Wednesday, April 09, 2008

A Match Made in... Dollars

By Brian McCartan

From the Asia Times:

As Cambodia's once war-shattered, now booming economy opens to the world, Cambodian women are leaving in droves as several international marriage brokers have established match-making services in the impoverished country. Operating in a shadowy legal space, questions have been raised about the possible exploitative nature of the business, which some contend has acted as a front for global human trafficking rings.

Last week, the Cambodian government moved to put that trade on hold while it investigates whether any of the international brokers have ties to underworld crime syndicates. The Geneva-based International Organization for Migration (IOM) had earlier drawn attention to the trade and is scheduled to release next month an investigative report on the growing numbers of South Korean men who come to Cambodia in search of brides.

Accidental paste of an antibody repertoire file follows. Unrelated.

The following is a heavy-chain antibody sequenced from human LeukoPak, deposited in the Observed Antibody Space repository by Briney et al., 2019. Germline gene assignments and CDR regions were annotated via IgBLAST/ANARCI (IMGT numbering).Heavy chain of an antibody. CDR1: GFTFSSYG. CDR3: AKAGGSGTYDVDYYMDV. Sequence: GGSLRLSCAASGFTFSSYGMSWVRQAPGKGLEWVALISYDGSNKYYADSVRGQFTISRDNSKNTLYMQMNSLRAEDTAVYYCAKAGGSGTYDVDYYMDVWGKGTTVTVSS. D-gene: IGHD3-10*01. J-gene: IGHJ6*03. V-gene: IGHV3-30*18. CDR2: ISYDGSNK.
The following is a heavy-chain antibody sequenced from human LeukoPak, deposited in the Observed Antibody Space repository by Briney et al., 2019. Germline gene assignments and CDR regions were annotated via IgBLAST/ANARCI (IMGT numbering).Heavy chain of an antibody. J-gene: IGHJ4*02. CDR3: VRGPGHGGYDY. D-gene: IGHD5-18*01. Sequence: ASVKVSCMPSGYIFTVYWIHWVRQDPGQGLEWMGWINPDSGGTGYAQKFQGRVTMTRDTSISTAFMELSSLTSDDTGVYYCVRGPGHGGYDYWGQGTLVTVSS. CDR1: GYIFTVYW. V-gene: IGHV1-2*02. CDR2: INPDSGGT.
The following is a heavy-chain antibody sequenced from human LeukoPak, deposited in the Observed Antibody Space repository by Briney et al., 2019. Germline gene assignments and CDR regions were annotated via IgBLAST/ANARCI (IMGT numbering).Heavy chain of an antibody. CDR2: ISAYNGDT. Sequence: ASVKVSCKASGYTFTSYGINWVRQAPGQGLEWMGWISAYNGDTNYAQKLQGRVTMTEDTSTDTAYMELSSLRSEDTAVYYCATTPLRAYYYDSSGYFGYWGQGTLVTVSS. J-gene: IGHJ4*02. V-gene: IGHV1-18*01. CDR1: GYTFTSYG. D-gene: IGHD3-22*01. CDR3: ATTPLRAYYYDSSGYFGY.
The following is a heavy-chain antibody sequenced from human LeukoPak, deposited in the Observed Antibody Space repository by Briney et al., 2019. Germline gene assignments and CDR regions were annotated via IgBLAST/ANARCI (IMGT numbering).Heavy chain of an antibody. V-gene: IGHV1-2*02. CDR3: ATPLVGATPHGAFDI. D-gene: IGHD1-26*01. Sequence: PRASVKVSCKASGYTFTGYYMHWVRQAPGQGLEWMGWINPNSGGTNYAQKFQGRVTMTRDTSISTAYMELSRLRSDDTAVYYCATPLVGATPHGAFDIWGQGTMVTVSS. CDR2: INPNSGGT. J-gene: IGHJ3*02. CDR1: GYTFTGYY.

The mechanics of the trade are still murky. What is known is that women from mostly rural areas are brought by brokers into the capital city of Phnom Penh and put on display for prospective foreign grooms. The brokers are usually either informal operators or connected to one of several matchmaking businesses, which until now operated freely in Cambodia.

Most of the women who contract with the matchmaking services are in their teens or early 20s and usually from rural areas where they have received basic, if any, schooling. The IOM's report says "the vast majority of [Korean-Cambodian] marriages occur through an informal and exploitative broker-arranged process".

The introductions are more transactional than romantic. Bride selection often takes place in hotel restaurants where as many as 100 women, the IOM report claims, are lined up and put on display for prospective grooms. After a woman is chosen, details are worked out between the groom and bride-to-be and the broker.

A marriage is held after a few days, followed in some cases with a short honeymoon. The groom then returns to his home country while paperwork is processed for his new wife to follow. In 2007, the number of foreign marriage licenses rose to 1,759, up from a mere 72 in 2004. There were 160 foreign marriages registered in Cambodia in January of this year.

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